Religio Medici, wr. 1635, 1642 (unauthorized), 1643 (authorized version)
Pseudodoxia Epidemica, 1646 (also known as Browne’s Vulgar Errors)
Hydriotaphia, Urne-Buriall, 1658
The Garden of Cyrus, 1658
Christian Morals, 1716
Selected Writings, 1995 (Claire Preston, editor)
Sir Thomas Browne was born in London, the son of a merchant. In 1626, he graduated from Pembroke College, Oxford University, and three years later took an M.A. degree. Subsequently, he studied medicine at Montpellier (France), Padua (Italy), and Leiden (the Netherlands), where he took a medical degree. He returned to England in 1633, establishing himself in Yorkshire. In 1637, he received an M.D. from Oxford and then moved to Norwich, where he lived, pursuing his varied interests and studies, until his death. Though always a Royalist, he apparently took little interest in politics. After the Restoration, he was made honorary fellow of the College of Physicians in 1664, and Charles II knighted him in 1671.
Browne’s magnificent literary style was set from the very beginning. Religio Medici, written to explore his devotion to Christianity (at the time physicians were often accused of atheism), is characterized not only by Browne’s curious and inquisitive mind, which ranges throughout many fields of knowledge, but also by his whimsical, quaint, sometimes strained vocabulary and his always rich, rolling, vivid style, reminiscent of organ tones created by the greatest master. His sentences are long, sonorous, and heavy.
Browne’s inquiring mind and deliberate style are exhibited further in his second work, Pseudodoxia Epidemica (also called Browne’s Vulgar Errors). This work is one of the first catalogs of and critical examinations into folk and popular lore and popular beliefs and practices. Browne’s work clearly lies between that of virtuosi–mere collectors of curiosities–and that of the natural philosophers, many of them his friends, who were beginning to develop modern experimental science. He examines popularly held beliefs such as that the bear is born a shapeless mass and is licked into shape by its mother and that ostriches can digest iron balls–the testing of which theory led to the death of the ostrich in the zoo.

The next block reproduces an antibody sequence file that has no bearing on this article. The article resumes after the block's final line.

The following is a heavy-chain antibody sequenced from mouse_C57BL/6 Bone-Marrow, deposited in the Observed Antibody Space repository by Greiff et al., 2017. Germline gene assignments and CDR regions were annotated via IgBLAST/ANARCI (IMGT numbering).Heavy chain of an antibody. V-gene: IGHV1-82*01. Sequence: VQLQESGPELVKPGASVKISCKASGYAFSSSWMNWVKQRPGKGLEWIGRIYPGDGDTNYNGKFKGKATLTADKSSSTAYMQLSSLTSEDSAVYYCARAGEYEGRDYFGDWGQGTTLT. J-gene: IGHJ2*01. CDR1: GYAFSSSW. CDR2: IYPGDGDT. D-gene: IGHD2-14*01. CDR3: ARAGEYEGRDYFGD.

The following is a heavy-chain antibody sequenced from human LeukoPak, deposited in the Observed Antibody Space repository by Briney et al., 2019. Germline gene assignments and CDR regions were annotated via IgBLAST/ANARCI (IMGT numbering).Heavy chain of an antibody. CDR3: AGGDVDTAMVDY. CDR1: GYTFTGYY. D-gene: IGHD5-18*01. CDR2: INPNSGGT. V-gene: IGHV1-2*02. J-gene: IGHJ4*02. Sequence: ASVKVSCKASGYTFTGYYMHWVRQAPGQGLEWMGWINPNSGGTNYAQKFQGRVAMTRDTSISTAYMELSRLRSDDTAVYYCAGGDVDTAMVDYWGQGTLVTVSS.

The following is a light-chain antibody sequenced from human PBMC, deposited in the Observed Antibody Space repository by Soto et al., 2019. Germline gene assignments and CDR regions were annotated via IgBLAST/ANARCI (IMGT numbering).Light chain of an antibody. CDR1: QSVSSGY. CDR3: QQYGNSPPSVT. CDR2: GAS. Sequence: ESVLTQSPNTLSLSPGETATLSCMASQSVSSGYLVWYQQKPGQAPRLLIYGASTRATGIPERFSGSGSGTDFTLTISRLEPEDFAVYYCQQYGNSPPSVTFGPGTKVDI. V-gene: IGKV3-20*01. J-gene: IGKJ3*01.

Browne’s later works are in some ways more interesting, more because of their style than their content. Hydriotaphia, Urne-Buriall is rich in both qualities, and as such may be seen as a transitional work. The Garden of Cyrus is largely a stylistic tour de force. Together, these works are meditations on death and life, represented by the grave and the garden.
Browne is also known for various tracts, many on scientific subjects, and his letters, which show him to be warm and generous as well as brilliant and inquisitive. Unfortunately, by the time of his death the fire of his early mind had to a certain extent dwindled. Christian Morals contains some wisdom, but its style is often stiff and stuffy.